Smaller outlets also amplified Todaro and Rigano’s claims, contributing to the confusion and further muddying the waters. On March 19, 2020, the same day that Rigano was featured on Tucker Carlson and Glenn Beck, The Tennessee Star, The Ohio Star, The Minnesota Sun, and The Michigan Star all circulated the Google document via online articles published by journalist Jason Reynolds. Though these publications all have the appearance of local news sites, Politico reported that they were actually created by Tea Party-connected conservative activists Michael Patrick Leahy, Steve Gill, and Christina Botteri.2 Despite this partisan mission, the sites advertise themselves as “unbiased,” “local news,” and “most reliable.”3 The viewership of these sites contributed to the spread of Todaro and Rigano’s campaign, where it was disguised as reliable and unbiased information.

On social media, rumor sharing about hydroxychloroquine continued among prominent right-leaning individuals and groups. Charlie Kirk, the founder of Turning Point USA (a conservative non-profit organization), tweeted a video clip of the segment to his two million followers, encouraging, “RT If President @realDonaldTrump should immediately move to make this available.”4 A group of Republican billionaires, Job Creators Network, ran Facebook ads asking for signatures in a petition asking Trump to “CUT RED TAPE,” and making the drug available to COVID-19 patients.5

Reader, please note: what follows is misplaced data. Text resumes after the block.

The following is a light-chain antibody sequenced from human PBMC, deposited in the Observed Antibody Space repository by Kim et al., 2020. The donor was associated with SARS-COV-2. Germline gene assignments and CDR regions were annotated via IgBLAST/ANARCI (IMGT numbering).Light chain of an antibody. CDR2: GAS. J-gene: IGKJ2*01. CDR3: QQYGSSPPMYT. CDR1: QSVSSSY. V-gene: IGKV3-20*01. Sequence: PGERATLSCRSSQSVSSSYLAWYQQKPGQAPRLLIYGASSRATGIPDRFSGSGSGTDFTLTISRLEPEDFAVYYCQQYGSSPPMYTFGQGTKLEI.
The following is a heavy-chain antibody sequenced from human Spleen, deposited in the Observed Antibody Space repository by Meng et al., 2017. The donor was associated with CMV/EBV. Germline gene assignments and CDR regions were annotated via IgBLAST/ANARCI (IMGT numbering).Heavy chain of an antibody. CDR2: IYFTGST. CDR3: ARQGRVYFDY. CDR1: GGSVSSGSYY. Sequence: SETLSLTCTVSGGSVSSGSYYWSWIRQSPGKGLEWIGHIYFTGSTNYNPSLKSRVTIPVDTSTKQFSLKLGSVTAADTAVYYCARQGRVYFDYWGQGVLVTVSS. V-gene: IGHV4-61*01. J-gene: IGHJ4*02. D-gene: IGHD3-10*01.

After Carlson’s segment, Trump, his allies, and those seeking to reopen the country adopted HCQ as a potential treatment for COVID-19. At a White House press briefings on March 19, Trump stated that HCQ had “shown very encouraging – very, very encouraging early results.”6

Fox News figures and guests made 275 claims promoting HCQ and chloroquine between March 23 and April 6.7 Media Matters argues that Fox’s promotion of hydroxychloroquine and chloroquine resulted in Trump running with the insufficiently tested hypothesis.8 Senior Research Fellow Matt Gertz tweeted that “Fox is telling him antimalarials could be miracle cures & less disruption to economy needed.”9 Laura Ingraham bragged about her ability to influence Trump's thinking the same day on her show10 — which is backed up by Trump tweets that repeat her specific talking points.11 

Beyond media exposure, the promotion of HCQ to the general public resulted in policy and behavioral changes. For example, under the direction of Governor Andrew Cuomo, New York City initiated clinical trials on the effectiveness of HCQ, citing positive results seen by doctors in Africa and elsewhere.12 The media exposure also shifted the demand for HCQ, creating a shortage of the drug for individuals suffering from malaria and lupus, conditions for which HCQ is a proven and critical treatment. Non-profit groups and advocates urged people not to deplete the stockpile for those in need.13